The record-breaking summer heatwave proved to be a source of technical trouble for Google and Oracle’s UK datacentre regions in July 2022, resulting in both experiencing cooling system issues and outages.

In July 2022, the UK experienced unreasonably high temperatures that have been linked to climate change, which the Uptime Institute has been warning datacentre operators to factor into their disaster planning procedures for years.

  1. Datacentre overheating affect healthcare IT systems

 Google and Oracle were not the only organisations to find their infrastructure failing in the face of the soaring summer temperatures in 2022, as Guy’s and St Thomas’ NHS Foundation Trust confirmed that the heat caused “significant disruption” to multiple IT systems the trust relies on to deliver services to its patients.

It resulted in appointments being cancelled and patients finding it difficult to contact the NHS trust and access some of its services, which is renowned for being one of the largest operating within the country.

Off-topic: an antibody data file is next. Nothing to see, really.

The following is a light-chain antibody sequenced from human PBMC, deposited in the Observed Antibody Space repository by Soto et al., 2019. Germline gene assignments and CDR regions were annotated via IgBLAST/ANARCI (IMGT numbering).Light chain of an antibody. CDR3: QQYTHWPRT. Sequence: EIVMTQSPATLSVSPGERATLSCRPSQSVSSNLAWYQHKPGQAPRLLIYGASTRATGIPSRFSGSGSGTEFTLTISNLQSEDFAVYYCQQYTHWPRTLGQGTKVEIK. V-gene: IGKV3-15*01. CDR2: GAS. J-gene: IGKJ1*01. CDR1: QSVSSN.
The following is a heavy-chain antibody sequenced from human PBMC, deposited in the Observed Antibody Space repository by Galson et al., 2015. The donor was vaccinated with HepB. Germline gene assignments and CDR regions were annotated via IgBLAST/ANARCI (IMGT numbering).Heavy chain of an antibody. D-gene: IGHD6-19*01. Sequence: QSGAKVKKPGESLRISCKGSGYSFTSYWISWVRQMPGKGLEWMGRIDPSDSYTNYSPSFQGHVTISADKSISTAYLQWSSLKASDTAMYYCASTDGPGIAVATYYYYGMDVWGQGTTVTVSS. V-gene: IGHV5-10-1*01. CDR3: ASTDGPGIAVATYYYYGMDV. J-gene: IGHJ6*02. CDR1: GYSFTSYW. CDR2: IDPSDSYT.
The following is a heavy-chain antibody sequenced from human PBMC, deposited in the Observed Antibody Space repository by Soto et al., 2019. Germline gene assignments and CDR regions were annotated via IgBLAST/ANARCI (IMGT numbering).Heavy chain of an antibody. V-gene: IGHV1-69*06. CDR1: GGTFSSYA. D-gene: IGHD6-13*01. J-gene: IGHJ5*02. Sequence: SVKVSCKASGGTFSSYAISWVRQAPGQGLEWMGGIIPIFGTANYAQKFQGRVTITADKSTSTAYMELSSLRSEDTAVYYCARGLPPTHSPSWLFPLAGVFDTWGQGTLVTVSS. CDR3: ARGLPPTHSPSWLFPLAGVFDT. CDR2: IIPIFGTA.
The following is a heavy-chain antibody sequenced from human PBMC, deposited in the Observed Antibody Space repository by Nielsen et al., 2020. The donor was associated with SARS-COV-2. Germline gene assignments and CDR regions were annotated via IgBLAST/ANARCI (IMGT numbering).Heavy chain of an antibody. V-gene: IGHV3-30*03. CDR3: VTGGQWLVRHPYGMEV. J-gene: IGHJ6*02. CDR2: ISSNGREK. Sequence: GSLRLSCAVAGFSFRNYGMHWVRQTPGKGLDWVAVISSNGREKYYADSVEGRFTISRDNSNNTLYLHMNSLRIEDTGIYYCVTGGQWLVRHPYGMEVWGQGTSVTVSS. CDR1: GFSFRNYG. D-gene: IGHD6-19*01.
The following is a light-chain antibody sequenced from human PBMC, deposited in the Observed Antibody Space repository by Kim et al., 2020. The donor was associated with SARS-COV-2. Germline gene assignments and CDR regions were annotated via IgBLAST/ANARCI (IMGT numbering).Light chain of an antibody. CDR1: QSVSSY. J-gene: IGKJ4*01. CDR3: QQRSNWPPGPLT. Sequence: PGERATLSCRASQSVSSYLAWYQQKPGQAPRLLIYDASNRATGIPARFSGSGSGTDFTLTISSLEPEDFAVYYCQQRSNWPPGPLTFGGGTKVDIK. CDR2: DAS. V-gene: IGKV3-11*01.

1. The Dublin datacentre warns of rising flood waters caused by climate change

 An official warning in May 2022 rocked Dublin’s major colocation datacentre hub suggesting a number of facilities could be affected by climate change-induced flooding by the year 2100.

Data shared by climate technology company Cervest shows large swathes of the city could be at risk of being flooded up to 1.7 meters if a “business as usual” approach is used to address the climate crisis. Such flooding could have dire consequences for the city’s datacentres and power plants.

  1. Datacentre sector hits back at claims that it is exacerbating the housing crisis in West London

This year, a number of planning issues rose to the surface when national newspaper reports started portraying the datacentre industry as a power-hungry entity that is draining the West London electricity grid and exacerbating the housing crisis in the capital.

The claims were based on information provided by the Greater London Authority in July to property developers and trade associations.  It is claimed that the electrical transmission and distribution networks in the London boroughs of Ealing, Hillingdon, and Hounslow suffered capacity issues due to the rapid influx of datacentres along the M4 corridor.

This caused developers of major housing, commercial, and industrial developments to express fear that this could lead to a ban on new homes because they would need to wait for “several years” for their builds to be connected to the grid.

  1. The datacentre sector prepares for planned power outages